The passage also tells us why Jesus was crucified. It claims He practiced sorcery and enticed Israel to apostasy! Since this accusation comes from a rather hostile source, we should not be too surprised if Jesus is described somewhat differently than in the New Testament. But if we make allowances for this, what might such charges imply about Jesus?
Interestingly, both accusations have close parallels in the canonical gospels. For instance, the charge of sorcery is similar to the Pharisees' accusation that Jesus cast out demons "by Beelzebul the ruler of the demons." But notice this: such a charge actually tends to confirm the New Testament claim that Jesus performed miraculous feats. Apparently, Jesus' miracles were too well attested to deny. The only alternative was to ascribe them to sorcery! Likewise, the charge of enticing Israel to apostasy parallels Luke's account of the Jewish leaders who accused Jesus of misleading the nation with his teaching. Such a charge tends to corroborate the New Testament record of Jesus' powerful teaching ministry. Thus, if read carefully, this passage from the Talmud confirms much of our knowledge about Jesus from the New Testament.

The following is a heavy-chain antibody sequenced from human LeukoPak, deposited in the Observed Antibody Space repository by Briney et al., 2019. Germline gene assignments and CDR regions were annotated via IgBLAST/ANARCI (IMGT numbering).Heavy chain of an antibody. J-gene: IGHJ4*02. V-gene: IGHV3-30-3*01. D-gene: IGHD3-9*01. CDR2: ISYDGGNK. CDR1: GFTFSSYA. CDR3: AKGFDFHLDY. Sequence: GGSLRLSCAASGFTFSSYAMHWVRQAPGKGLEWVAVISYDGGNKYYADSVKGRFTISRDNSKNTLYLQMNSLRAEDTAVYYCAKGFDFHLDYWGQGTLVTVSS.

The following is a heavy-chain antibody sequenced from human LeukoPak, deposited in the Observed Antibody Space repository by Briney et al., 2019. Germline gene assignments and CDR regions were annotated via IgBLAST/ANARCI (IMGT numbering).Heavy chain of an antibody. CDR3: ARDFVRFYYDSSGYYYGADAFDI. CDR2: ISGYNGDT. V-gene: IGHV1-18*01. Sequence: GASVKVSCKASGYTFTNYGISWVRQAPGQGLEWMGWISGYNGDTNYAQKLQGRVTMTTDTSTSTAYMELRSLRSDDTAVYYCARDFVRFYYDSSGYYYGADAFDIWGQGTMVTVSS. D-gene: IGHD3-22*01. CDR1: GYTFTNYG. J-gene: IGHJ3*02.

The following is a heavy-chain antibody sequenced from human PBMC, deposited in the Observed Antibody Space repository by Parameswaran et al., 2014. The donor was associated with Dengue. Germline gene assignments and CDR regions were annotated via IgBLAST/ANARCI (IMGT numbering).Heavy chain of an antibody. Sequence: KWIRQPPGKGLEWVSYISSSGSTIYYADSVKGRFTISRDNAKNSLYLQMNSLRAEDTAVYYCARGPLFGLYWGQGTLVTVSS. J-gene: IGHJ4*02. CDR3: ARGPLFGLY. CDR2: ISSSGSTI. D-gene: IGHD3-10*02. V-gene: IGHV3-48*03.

Therefore, in conclusion, Jesus was real, and Jesus came back from the dead. We should pay attention to what happened to him because one day we will be resurrected from death ourselves. If this is not true then Jesus was a liar and remember these words of Paul on this very subject, “If Christ be not raised, your faith is vain; ye are yet in your sins.” Amen